Sunday, May 06, 2007


Have you heard? Some conservatives are ready to embrace Darwin and his theory of evolution. Apparently natural selection and survival of the fittest provide support for various conservative policies including traditional roles for men and women, the free-market economy, and deregulation. In other words, if you're the strongest (or richest) you get to lead and if you fall behind the herd you are going to get eaten. It's quite possible that one could also use this argument in favor of the younger more fabulous second (or third) wife. Of course you could also use it to excuse scarfing down an entire pint of Ben and Jerry's: the body just naturally wants to add fat, just in case food becomes scarce.

Like many justifications these use only the points that suit them. It's true that in many parts of the animal world the males lead. But not everywhere. Elephants are matriarchal, lionesses do the hunting and we all know what happens to the male black widow spider. As for the traditional family, nature is full of rampant infanticide, polygamous relationships, and absentee fathers.

But this argument fits in perfectly with the recent trend of reductionism. Everything from disease to ethics to faith has been looked at from an evolutionary perspective. Is there a survival advantage to having a belief in deity? Or is it just a by product of some other successful mutation? We've also been reducing our own minds. Tests show that by the time your conscious mind has decided to move your arm your unconscious is already causing the needed brain cells to fire. In other words you are being controlled by your brain. Right. If my brain isn't me, who is it? Does my brain have a mind of its own? Is it in there now, plotting my overthrow?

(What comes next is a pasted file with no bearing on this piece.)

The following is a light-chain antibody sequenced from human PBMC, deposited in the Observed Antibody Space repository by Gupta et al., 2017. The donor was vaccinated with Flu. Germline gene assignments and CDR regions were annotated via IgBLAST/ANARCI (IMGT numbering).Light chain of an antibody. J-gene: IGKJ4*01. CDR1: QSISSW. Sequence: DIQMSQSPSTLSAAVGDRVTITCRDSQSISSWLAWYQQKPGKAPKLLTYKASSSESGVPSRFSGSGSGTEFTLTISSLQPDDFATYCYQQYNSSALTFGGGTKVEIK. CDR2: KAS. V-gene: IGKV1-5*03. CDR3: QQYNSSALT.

I understand curiosity but I don't understand this need to reduce ourselves to electro-chemical reactions. Do we believe that it will make it easier to control ourselves? If we know what neurons are firing we can change behavior as well as avert disease? Can we get rid of crime with genetic engineering and some happy pills? I've always been an agnostic but I find myself agreeing with the religious set - some people are just evil and tinkering with the foundations of life is not going to change that. I don't know why one would want to see oneself as no more than a series of electro-chemical reactions but I prefer to believe that there is more to us than that, that we are more than just the sum of our parts.


karen said...

I tend to think our society does a bit too much to thwart Darwin. Or, if you want to look at it from a religious slant, to thwart God's will. Don't get me wrong; I'm not an advocate of eating our young...but I do believe there are cases when a person should not be held alive just because medical technology has given us the capability to do so. If we didn't spend billions of dollars on keeping bodies going after minds are no longer doing their job, maybe we'd have more capital to help weaker but still active members of our herd?

The Plaid Sheep said...

I agree about that and am a proponent of living wills. My cousin Beth is a nurse and she says that one should make a living will as detailed as possible with all sorts of nasty clauses if it is ignored. Otherwise it may get ignored. She always stands up for patients with living wills.

karen said...

I have a sort of sucky living will at the moment but have a very committed husband who supports my choices. As long as he's not hooked up next to me, I'm ok. (...and yes, I know, I really should get my will in order.)